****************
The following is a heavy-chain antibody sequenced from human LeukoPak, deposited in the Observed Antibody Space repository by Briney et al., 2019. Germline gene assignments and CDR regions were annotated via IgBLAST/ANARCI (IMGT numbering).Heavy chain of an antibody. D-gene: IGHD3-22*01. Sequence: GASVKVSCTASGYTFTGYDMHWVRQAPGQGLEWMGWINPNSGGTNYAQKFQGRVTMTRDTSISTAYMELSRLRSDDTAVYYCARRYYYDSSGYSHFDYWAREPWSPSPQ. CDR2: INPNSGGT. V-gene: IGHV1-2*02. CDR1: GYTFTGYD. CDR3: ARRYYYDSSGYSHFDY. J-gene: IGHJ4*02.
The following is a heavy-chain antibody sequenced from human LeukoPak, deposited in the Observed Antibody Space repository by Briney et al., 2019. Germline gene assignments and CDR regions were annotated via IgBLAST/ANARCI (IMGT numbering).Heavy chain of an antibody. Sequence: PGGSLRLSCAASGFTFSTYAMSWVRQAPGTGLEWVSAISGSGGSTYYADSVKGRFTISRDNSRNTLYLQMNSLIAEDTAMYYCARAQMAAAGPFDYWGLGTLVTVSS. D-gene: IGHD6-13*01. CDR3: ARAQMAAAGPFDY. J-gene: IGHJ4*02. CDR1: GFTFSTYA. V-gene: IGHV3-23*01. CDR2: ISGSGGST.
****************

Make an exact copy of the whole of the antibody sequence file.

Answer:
The following is a heavy-chain antibody sequenced from human LeukoPak, deposited in the Observed Antibody Space repository by Briney et al., 2019. Germline gene assignments and CDR regions were annotated via IgBLAST/ANARCI (IMGT numbering).Heavy chain of an antibody. D-gene: IGHD3-22*01. Sequence: GASVKVSCTASGYTFTGYDMHWVRQAPGQGLEWMGWINPNSGGTNYAQKFQGRVTMTRDTSISTAYMELSRLRSDDTAVYYCARRYYYDSSGYSHFDYWAREPWSPSPQ. CDR2: INPNSGGT. V-gene: IGHV1-2*02. CDR1: GYTFTGYD. CDR3: ARRYYYDSSGYSHFDY. J-gene: IGHJ4*02.
The following is a heavy-chain antibody sequenced from human LeukoPak, deposited in the Observed Antibody Space repository by Briney et al., 2019. Germline gene assignments and CDR regions were annotated via IgBLAST/ANARCI (IMGT numbering).Heavy chain of an antibody. Sequence: PGGSLRLSCAASGFTFSTYAMSWVRQAPGTGLEWVSAISGSGGSTYYADSVKGRFTISRDNSRNTLYLQMNSLIAEDTAMYYCARAQMAAAGPFDYWGLGTLVTVSS. D-gene: IGHD6-13*01. CDR3: ARAQMAAAGPFDY. J-gene: IGHJ4*02. CDR1: GFTFSTYA. V-gene: IGHV3-23*01. CDR2: ISGSGGST.